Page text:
LAHORE: After years of lobbying for a law, activists finally saw the provincial assembly pass the Punjab Domestic Workers Act which intends to help enforce the rights of those who ‘provide services of a domestic nature in a household, including child care, old age care, sick care or natal/post-natal care’ along with other work in a household.

But despite welcoming the Bill’s passing, labour activists point out several serious gaps that the law will have if implemented in this form.

The Act gives protection to the employees of household work by recognizing their rights, whereas before this, domestic workers were considered as ‘invisible’ workers, in fact their terms of employment were such that they were regarded as almost ‘modern day slaves’.

However the gaps within the Act may end up with only limited recognition of these rights.

Child rights activists feel that the very first issue is that of age. The Act says that no one under the age of 15 years can be allowed to work; this means from age 15 they can be employed.

Advocate Ahmar Majeed who is also a child rights’ activist says that the 15 years age limit makes the concept of protecting minors redundant.

“No safe working conditions have been specified, or any rest hours, or anything about food,” he says. “All children will be working unsupervised.”

Majeed quotes the example of 16-year-old Uzma whose employers beat her to death for “eating from one of their plates”.

SP Investigations Shazia Sarwar had said the women had murdered Uzma and then had her father called to the police station for questioning. Uzma’s family had revealed that employer and her daughters would often physically abuse her.

“Who is to see what is happening behind closed doors?” asks Majeed. “Labour inspectors do not have the powers to check into how a domestic worker is being treated.”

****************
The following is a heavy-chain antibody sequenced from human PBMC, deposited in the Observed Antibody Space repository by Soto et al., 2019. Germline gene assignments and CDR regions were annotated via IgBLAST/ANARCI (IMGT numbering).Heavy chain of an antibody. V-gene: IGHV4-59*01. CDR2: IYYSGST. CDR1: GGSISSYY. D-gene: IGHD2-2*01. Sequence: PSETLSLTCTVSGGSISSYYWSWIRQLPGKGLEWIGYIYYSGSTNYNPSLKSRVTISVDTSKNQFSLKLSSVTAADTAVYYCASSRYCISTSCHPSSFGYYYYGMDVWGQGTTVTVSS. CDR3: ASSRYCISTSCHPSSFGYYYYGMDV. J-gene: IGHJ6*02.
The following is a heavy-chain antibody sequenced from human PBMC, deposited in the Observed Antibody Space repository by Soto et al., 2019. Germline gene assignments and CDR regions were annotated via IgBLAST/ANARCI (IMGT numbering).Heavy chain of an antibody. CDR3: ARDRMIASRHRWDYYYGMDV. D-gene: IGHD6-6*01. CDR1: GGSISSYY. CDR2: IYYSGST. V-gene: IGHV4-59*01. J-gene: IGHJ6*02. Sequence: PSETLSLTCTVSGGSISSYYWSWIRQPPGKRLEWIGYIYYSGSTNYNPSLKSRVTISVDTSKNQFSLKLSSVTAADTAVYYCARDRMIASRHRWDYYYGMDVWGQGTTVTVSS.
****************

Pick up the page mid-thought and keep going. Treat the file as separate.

He adds that there have been no real changes in the bill before passing it either.

“For a minor domestic worker in particular, there is no complaint mechanism, no law that speaks of their rehabilitation once they are recovered and rescued from abuse. On top of this the punishment for employing children of an older age (12 to 15 years) is lower than those employing children under 12. This gives employers more chance to violate the law. Punishment should be the same for all ages.”

Umme Laila Azhar, Executive Director of HomeNet Pakistan, says that even the women’s rights have not been fully safeguarded.

“The women workers have only been given a ridiculous six weeks for maternity leave, while the law specifically states at least 12 weeks,” she says. “No transport facilities or perks are mentioned.”

Regarding the issuance of a contract, Laila asks under what mechanism the employer would issue a contract. “Who will check this? Would inspectors be inducted area wise or UC wise? We are already short of labour inspectors for factories, how will this whole system function?”

Unicef’s Zahida Mansoor says this is the first good step by the government to approve such a law to address the issue of economic exploitation of children, but all labour laws must be aligned with the Convention of the Rights of the Child, which Pakistan has signed and ratified, and which gives the cutoff age for all children to be 18 years. Anyone under that is a child according to the law.

Published in Dawn, February 1st, 2019